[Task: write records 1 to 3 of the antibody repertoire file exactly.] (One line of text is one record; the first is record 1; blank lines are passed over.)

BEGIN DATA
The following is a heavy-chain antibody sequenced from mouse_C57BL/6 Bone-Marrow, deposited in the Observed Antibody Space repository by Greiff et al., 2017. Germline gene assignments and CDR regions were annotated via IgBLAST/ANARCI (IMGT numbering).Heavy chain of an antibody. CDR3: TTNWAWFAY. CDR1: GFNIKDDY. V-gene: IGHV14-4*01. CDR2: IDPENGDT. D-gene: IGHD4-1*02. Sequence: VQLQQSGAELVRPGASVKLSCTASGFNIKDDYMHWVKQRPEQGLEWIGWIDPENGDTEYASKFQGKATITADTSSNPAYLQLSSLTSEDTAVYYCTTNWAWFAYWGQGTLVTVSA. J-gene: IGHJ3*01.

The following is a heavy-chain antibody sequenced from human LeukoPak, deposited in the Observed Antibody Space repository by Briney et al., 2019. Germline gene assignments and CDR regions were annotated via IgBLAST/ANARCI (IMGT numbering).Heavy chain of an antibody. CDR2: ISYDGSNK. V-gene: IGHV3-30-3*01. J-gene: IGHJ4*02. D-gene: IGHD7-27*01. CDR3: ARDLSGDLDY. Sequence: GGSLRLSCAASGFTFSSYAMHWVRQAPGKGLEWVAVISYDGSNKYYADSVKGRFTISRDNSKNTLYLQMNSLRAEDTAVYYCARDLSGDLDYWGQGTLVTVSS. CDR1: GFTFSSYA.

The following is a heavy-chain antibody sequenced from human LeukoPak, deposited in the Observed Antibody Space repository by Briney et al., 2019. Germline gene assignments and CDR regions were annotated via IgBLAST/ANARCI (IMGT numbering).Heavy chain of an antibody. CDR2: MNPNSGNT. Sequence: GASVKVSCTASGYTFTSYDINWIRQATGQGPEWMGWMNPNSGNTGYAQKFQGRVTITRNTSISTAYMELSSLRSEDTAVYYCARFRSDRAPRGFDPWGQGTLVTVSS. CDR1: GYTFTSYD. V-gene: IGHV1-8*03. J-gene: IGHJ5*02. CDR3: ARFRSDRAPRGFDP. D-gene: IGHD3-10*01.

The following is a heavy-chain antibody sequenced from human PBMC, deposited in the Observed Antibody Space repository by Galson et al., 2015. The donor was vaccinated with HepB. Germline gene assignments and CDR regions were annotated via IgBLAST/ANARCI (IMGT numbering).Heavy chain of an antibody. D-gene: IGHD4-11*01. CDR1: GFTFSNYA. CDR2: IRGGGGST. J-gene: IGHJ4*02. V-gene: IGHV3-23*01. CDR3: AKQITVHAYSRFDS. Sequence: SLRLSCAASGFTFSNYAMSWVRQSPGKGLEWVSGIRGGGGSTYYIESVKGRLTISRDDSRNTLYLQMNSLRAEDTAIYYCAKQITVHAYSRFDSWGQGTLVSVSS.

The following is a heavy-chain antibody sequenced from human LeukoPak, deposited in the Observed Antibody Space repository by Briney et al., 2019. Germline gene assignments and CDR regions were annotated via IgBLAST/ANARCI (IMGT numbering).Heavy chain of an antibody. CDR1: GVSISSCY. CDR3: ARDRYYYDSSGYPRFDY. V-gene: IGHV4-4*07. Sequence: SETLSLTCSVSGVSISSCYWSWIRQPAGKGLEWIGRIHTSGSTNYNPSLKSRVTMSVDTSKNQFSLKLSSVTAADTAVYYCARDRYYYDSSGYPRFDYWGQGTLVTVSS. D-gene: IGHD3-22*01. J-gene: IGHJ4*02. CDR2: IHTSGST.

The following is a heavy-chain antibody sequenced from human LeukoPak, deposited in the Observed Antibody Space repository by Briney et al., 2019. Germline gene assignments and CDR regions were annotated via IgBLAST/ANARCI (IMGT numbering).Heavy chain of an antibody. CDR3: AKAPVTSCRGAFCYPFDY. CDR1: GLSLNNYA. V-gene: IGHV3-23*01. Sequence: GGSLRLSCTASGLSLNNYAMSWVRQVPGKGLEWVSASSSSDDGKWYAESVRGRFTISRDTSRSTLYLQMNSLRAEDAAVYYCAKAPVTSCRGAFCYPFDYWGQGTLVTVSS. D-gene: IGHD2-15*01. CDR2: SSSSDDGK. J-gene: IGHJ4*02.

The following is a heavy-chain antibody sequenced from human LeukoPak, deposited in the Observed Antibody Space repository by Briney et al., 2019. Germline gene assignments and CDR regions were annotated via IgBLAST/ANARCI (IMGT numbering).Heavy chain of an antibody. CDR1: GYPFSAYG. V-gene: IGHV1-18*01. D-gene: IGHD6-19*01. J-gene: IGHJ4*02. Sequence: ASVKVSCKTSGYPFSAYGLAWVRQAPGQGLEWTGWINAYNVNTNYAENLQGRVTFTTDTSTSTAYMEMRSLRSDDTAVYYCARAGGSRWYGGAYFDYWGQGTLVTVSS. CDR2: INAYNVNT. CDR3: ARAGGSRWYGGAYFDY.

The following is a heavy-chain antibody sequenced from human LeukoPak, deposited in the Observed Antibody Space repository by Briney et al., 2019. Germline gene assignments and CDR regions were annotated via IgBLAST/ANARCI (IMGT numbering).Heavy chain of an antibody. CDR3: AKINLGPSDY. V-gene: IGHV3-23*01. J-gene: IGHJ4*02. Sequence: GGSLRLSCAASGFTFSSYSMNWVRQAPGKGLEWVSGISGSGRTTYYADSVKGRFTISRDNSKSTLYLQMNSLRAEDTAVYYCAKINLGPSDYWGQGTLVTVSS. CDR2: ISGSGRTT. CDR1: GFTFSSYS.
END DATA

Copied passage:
The following is a heavy-chain antibody sequenced from mouse_C57BL/6 Bone-Marrow, deposited in the Observed Antibody Space repository by Greiff et al., 2017. Germline gene assignments and CDR regions were annotated via IgBLAST/ANARCI (IMGT numbering).Heavy chain of an antibody. CDR3: TTNWAWFAY. CDR1: GFNIKDDY. V-gene: IGHV14-4*01. CDR2: IDPENGDT. D-gene: IGHD4-1*02. Sequence: VQLQQSGAELVRPGASVKLSCTASGFNIKDDYMHWVKQRPEQGLEWIGWIDPENGDTEYASKFQGKATITADTSSNPAYLQLSSLTSEDTAVYYCTTNWAWFAYWGQGTLVTVSA. J-gene: IGHJ3*01.

The following is a heavy-chain antibody sequenced from human LeukoPak, deposited in the Observed Antibody Space repository by Briney et al., 2019. Germline gene assignments and CDR regions were annotated via IgBLAST/ANARCI (IMGT numbering).Heavy chain of an antibody. CDR2: ISYDGSNK. V-gene: IGHV3-30-3*01. J-gene: IGHJ4*02. D-gene: IGHD7-27*01. CDR3: ARDLSGDLDY. Sequence: GGSLRLSCAASGFTFSSYAMHWVRQAPGKGLEWVAVISYDGSNKYYADSVKGRFTISRDNSKNTLYLQMNSLRAEDTAVYYCARDLSGDLDYWGQGTLVTVSS. CDR1: GFTFSSYA.

The following is a heavy-chain antibody sequenced from human LeukoPak, deposited in the Observed Antibody Space repository by Briney et al., 2019. Germline gene assignments and CDR regions were annotated via IgBLAST/ANARCI (IMGT numbering).Heavy chain of an antibody. CDR2: MNPNSGNT. Sequence: GASVKVSCTASGYTFTSYDINWIRQATGQGPEWMGWMNPNSGNTGYAQKFQGRVTITRNTSISTAYMELSSLRSEDTAVYYCARFRSDRAPRGFDPWGQGTLVTVSS. CDR1: GYTFTSYD. V-gene: IGHV1-8*03. J-gene: IGHJ5*02. CDR3: ARFRSDRAPRGFDP. D-gene: IGHD3-10*01.